Tisserand Institute Adverse Reaction Database (ARD), “… is a collection of self-reported adverse reactions to essential oils. Each report has been verified by personal contact and further questioning and is accompanied by images where possible. The ARD was created to underline the potential dangers that do exist when essential oils are used inappropriately. It should be emphasized that most people never have an adverse reaction to essential oils. However, inappropriate use does increase risk.” (Tisserand, 2016)

The database currently contains 38 incidents including: two anaphylaxis, 21 undiluted use, two minimal dilution, three at 50% dilution. 70% of injuries were dermal with no or limited dilution. (See note at end of paper regarding current data)

Atlantic Institute of Aromatherapy Injury Report contains 213 incidents since its inception. In 2016 there were 83 reports. Of those: 46 reported undiluted use, 33 involved ingestion, there were 11 migraines, and one incident which included a subsequent heart attack

Institutional Data

“The American Association of Poison Control Centers (AAPCC) supports the nation’s 55 poison centers in their efforts to prevent and treat poison exposures. Data is uploaded to their National Poison Data System every 8 minutes. The AAPCC works with America’s 55 poison centers to track poisonings and their sources, including household products, food and beverages, chemicals in the workplace and home, environmental toxins, drugs and medicine, and animal and insect bites and stings.” The 2016 report was not available at the time of writing. Incidents are not coded in the document according to topical, internal, or inhalation except when death occurs. However, cross-referencing the information with news sources, shows that incidents have doubled since 2011 and that accidental ingestion by children is the most common form of poisoning, although improper topical application was common as well. (AP Press, 2016), (FOX13 Salt Lake City, 2016) Although some of the calls to local Poison Control resulted in emergency room visits, ER data is kept by state and no national database was found to retrieve data. Going through each state’s database was too large of a task for the scope of this project.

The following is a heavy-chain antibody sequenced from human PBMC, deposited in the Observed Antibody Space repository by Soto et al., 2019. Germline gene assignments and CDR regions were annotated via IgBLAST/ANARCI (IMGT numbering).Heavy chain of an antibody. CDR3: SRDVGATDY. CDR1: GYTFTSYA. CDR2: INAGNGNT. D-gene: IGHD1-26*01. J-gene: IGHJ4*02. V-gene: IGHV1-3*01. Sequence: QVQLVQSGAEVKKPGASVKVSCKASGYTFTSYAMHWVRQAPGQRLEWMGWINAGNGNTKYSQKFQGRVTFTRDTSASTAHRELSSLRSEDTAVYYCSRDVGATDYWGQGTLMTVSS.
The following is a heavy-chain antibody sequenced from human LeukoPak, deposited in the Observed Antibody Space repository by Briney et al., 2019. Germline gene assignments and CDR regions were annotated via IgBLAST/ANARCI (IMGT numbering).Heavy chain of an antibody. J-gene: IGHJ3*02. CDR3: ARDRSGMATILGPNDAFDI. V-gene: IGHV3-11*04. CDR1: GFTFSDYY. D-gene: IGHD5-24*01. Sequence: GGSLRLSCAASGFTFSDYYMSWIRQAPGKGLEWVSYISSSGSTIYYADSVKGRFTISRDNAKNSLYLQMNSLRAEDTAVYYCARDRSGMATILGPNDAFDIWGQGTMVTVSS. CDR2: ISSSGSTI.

Summary

  2012 2013 2014 2015
Notation Essential oils made the list of the top 25 substances with the most increased injury reporting. Essential oils made the list of the top 25 substances with the most increase of serious exposures. Essential oils made the list of the top 25 substances with the most increase of serious exposures One death
Incidents 10,729 11,032 13,069 16449
Children ~ 7913    (74%) 7875   (72%) 9258   (71%) 12,027   (73%)
Major Outcomes 8 11 4 10
Page references 25, 211 26, 194 29, 128 141

One death is listed due to essential oils. Upon further investigation, it is unclear if this actually was cinnamon essential oil that was ingested or the herb. The report states the child was eating cinnamon rather than drinking. The description sounds more like the culinary spice. The incident reports states. “Acute cinnamon ingestion and aspiration: probably responsible. Scenario/Substances: A 4 y/o male was eating cinnamon, coughed, choked, and presented to the ED in cardiac arrest. Clinical Course: The patient was unable to be resuscitated and died in the ED. Autopsy Findings: Cause of death: cinnamon aspiration. Manner of death: accidental. “ The author will report this as a death by essential oils in alignment with the AAPCC report.

Risk Assessment

According to the National Association of Holistic Aromatherapy: “Safety involves a state of being free from risk or occurrence of injury, harm, or danger.” (NAHA) Even situations one might assume is risk free like drinking a cup of coffee (Center for Justice and Democracy) most or walking on the street (Coscarelli, 2014) would be hard pressed to say that something is of no risk or occurrence of injury, harm or danger. Safety standards might be better described as mitigating risk rather than free from risk.

Risk assessment is varied. According to the US Government, “A risk assessment is the process of identifying potential hazards … and analyzing methods of response if exposure occurs.” (US Department of Homeland Security, 2016). Pros and cons are weighed often with corporations, organizations and individuals accepting certain calculated risks. Ultimately, they look at how the benefits might outweigh the potential risks or that contain the least amount of risk. A hazard is weighed, the specific vulnerability assessed and finally the impact analyzed.